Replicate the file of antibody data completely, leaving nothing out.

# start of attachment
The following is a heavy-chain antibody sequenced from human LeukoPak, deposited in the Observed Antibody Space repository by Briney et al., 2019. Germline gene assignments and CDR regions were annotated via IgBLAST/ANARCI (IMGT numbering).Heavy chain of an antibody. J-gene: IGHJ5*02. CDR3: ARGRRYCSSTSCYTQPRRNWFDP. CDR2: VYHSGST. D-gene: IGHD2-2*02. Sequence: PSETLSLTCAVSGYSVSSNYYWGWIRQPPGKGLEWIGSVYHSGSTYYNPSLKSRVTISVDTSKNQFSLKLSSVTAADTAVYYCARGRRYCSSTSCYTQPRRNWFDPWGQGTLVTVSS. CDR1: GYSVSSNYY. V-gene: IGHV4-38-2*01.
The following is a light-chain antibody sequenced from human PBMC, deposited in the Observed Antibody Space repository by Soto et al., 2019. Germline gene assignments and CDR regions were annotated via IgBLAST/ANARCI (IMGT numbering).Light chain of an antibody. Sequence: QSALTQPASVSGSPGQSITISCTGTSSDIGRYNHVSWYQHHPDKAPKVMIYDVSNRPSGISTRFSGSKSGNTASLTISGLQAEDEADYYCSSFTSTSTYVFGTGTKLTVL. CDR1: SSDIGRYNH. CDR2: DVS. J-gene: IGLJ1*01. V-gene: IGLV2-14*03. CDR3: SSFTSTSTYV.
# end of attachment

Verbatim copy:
The following is a heavy-chain antibody sequenced from human LeukoPak, deposited in the Observed Antibody Space repository by Briney et al., 2019. Germline gene assignments and CDR regions were annotated via IgBLAST/ANARCI (IMGT numbering).Heavy chain of an antibody. J-gene: IGHJ5*02. CDR3: ARGRRYCSSTSCYTQPRRNWFDP. CDR2: VYHSGST. D-gene: IGHD2-2*02. Sequence: PSETLSLTCAVSGYSVSSNYYWGWIRQPPGKGLEWIGSVYHSGSTYYNPSLKSRVTISVDTSKNQFSLKLSSVTAADTAVYYCARGRRYCSSTSCYTQPRRNWFDPWGQGTLVTVSS. CDR1: GYSVSSNYY. V-gene: IGHV4-38-2*01.
The following is a light-chain antibody sequenced from human PBMC, deposited in the Observed Antibody Space repository by Soto et al., 2019. Germline gene assignments and CDR regions were annotated via IgBLAST/ANARCI (IMGT numbering).Light chain of an antibody. Sequence: QSALTQPASVSGSPGQSITISCTGTSSDIGRYNHVSWYQHHPDKAPKVMIYDVSNRPSGISTRFSGSKSGNTASLTISGLQAEDEADYYCSSFTSTSTYVFGTGTKLTVL. CDR1: SSDIGRYNH. CDR2: DVS. J-gene: IGLJ1*01. V-gene: IGLV2-14*03. CDR3: SSFTSTSTYV.